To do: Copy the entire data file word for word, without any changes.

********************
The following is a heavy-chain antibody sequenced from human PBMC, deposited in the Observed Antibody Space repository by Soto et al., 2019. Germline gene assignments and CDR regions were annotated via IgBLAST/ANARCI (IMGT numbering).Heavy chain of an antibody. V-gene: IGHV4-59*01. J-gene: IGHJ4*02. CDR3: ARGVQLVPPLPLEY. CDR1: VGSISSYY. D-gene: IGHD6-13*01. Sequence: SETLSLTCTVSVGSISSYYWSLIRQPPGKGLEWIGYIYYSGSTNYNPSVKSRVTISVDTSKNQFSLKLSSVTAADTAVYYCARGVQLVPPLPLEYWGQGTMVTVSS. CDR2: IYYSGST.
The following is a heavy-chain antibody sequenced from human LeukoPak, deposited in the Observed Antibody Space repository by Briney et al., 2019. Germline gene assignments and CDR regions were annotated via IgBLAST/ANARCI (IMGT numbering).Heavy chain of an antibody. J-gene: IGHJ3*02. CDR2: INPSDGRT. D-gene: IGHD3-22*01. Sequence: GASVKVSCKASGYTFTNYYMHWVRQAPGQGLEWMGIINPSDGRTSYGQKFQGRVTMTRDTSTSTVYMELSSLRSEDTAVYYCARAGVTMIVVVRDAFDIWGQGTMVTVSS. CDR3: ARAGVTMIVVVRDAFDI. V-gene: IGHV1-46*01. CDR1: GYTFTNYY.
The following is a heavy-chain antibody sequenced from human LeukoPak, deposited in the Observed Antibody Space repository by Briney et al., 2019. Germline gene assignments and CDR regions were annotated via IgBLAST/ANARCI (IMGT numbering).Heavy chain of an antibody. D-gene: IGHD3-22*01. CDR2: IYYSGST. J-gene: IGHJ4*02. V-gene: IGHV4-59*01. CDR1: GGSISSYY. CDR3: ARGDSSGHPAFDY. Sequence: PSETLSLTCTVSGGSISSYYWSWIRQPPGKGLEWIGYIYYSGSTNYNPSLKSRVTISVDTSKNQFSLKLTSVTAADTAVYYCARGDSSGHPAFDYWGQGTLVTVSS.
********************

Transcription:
The following is a heavy-chain antibody sequenced from human PBMC, deposited in the Observed Antibody Space repository by Soto et al., 2019. Germline gene assignments and CDR regions were annotated via IgBLAST/ANARCI (IMGT numbering).Heavy chain of an antibody. V-gene: IGHV4-59*01. J-gene: IGHJ4*02. CDR3: ARGVQLVPPLPLEY. CDR1: VGSISSYY. D-gene: IGHD6-13*01. Sequence: SETLSLTCTVSVGSISSYYWSLIRQPPGKGLEWIGYIYYSGSTNYNPSVKSRVTISVDTSKNQFSLKLSSVTAADTAVYYCARGVQLVPPLPLEYWGQGTMVTVSS. CDR2: IYYSGST.
The following is a heavy-chain antibody sequenced from human LeukoPak, deposited in the Observed Antibody Space repository by Briney et al., 2019. Germline gene assignments and CDR regions were annotated via IgBLAST/ANARCI (IMGT numbering).Heavy chain of an antibody. J-gene: IGHJ3*02. CDR2: INPSDGRT. D-gene: IGHD3-22*01. Sequence: GASVKVSCKASGYTFTNYYMHWVRQAPGQGLEWMGIINPSDGRTSYGQKFQGRVTMTRDTSTSTVYMELSSLRSEDTAVYYCARAGVTMIVVVRDAFDIWGQGTMVTVSS. CDR3: ARAGVTMIVVVRDAFDI. V-gene: IGHV1-46*01. CDR1: GYTFTNYY.
The following is a heavy-chain antibody sequenced from human LeukoPak, deposited in the Observed Antibody Space repository by Briney et al., 2019. Germline gene assignments and CDR regions were annotated via IgBLAST/ANARCI (IMGT numbering).Heavy chain of an antibody. D-gene: IGHD3-22*01. CDR2: IYYSGST. J-gene: IGHJ4*02. V-gene: IGHV4-59*01. CDR1: GGSISSYY. CDR3: ARGDSSGHPAFDY. Sequence: PSETLSLTCTVSGGSISSYYWSWIRQPPGKGLEWIGYIYYSGSTNYNPSLKSRVTISVDTSKNQFSLKLTSVTAADTAVYYCARGDSSGHPAFDYWGQGTLVTVSS.